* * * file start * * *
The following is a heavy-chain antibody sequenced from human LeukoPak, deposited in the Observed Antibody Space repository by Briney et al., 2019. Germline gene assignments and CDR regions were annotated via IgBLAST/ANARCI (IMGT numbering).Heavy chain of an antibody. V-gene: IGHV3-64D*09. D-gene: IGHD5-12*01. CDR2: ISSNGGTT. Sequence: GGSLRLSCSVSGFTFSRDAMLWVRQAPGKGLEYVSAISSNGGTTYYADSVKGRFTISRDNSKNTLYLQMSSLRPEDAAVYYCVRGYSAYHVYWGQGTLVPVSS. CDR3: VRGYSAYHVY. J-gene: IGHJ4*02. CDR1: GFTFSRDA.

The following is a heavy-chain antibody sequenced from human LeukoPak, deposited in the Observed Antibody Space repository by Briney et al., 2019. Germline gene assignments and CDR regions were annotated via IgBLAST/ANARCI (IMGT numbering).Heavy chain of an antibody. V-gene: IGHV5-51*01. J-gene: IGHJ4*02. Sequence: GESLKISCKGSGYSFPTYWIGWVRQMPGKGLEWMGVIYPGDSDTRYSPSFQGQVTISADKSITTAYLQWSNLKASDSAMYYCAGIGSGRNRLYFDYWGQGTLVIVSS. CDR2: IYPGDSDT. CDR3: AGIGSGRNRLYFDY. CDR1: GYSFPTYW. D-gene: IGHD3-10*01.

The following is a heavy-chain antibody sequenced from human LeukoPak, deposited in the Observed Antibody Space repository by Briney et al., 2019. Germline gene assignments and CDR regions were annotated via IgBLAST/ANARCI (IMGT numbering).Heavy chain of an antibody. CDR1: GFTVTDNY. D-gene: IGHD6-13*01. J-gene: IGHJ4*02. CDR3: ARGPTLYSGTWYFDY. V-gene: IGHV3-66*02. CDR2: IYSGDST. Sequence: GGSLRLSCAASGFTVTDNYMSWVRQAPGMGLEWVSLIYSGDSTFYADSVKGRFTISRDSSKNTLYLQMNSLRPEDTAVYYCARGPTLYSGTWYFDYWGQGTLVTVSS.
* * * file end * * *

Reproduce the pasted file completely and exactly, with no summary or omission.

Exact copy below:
The following is a heavy-chain antibody sequenced from human LeukoPak, deposited in the Observed Antibody Space repository by Briney et al., 2019. Germline gene assignments and CDR regions were annotated via IgBLAST/ANARCI (IMGT numbering).Heavy chain of an antibody. V-gene: IGHV3-64D*09. D-gene: IGHD5-12*01. CDR2: ISSNGGTT. Sequence: GGSLRLSCSVSGFTFSRDAMLWVRQAPGKGLEYVSAISSNGGTTYYADSVKGRFTISRDNSKNTLYLQMSSLRPEDAAVYYCVRGYSAYHVYWGQGTLVPVSS. CDR3: VRGYSAYHVY. J-gene: IGHJ4*02. CDR1: GFTFSRDA.

The following is a heavy-chain antibody sequenced from human LeukoPak, deposited in the Observed Antibody Space repository by Briney et al., 2019. Germline gene assignments and CDR regions were annotated via IgBLAST/ANARCI (IMGT numbering).Heavy chain of an antibody. V-gene: IGHV5-51*01. J-gene: IGHJ4*02. Sequence: GESLKISCKGSGYSFPTYWIGWVRQMPGKGLEWMGVIYPGDSDTRYSPSFQGQVTISADKSITTAYLQWSNLKASDSAMYYCAGIGSGRNRLYFDYWGQGTLVIVSS. CDR2: IYPGDSDT. CDR3: AGIGSGRNRLYFDY. CDR1: GYSFPTYW. D-gene: IGHD3-10*01.

The following is a heavy-chain antibody sequenced from human LeukoPak, deposited in the Observed Antibody Space repository by Briney et al., 2019. Germline gene assignments and CDR regions were annotated via IgBLAST/ANARCI (IMGT numbering).Heavy chain of an antibody. CDR1: GFTVTDNY. D-gene: IGHD6-13*01. J-gene: IGHJ4*02. CDR3: ARGPTLYSGTWYFDY. V-gene: IGHV3-66*02. CDR2: IYSGDST. Sequence: GGSLRLSCAASGFTVTDNYMSWVRQAPGMGLEWVSLIYSGDSTFYADSVKGRFTISRDSSKNTLYLQMNSLRPEDTAVYYCARGPTLYSGTWYFDYWGQGTLVTVSS.